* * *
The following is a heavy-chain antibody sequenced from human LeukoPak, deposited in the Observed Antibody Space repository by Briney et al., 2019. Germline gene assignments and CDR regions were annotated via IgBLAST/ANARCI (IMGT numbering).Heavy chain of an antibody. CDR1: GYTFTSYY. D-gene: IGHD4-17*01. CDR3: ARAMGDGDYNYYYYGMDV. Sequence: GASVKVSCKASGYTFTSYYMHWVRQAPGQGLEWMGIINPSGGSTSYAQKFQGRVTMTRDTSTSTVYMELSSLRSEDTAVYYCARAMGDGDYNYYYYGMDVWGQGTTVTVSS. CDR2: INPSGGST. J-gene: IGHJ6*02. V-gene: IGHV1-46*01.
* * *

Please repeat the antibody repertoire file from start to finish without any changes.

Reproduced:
The following is a heavy-chain antibody sequenced from human LeukoPak, deposited in the Observed Antibody Space repository by Briney et al., 2019. Germline gene assignments and CDR regions were annotated via IgBLAST/ANARCI (IMGT numbering).Heavy chain of an antibody. CDR1: GYTFTSYY. D-gene: IGHD4-17*01. CDR3: ARAMGDGDYNYYYYGMDV. Sequence: GASVKVSCKASGYTFTSYYMHWVRQAPGQGLEWMGIINPSGGSTSYAQKFQGRVTMTRDTSTSTVYMELSSLRSEDTAVYYCARAMGDGDYNYYYYGMDVWGQGTTVTVSS. CDR2: INPSGGST. J-gene: IGHJ6*02. V-gene: IGHV1-46*01.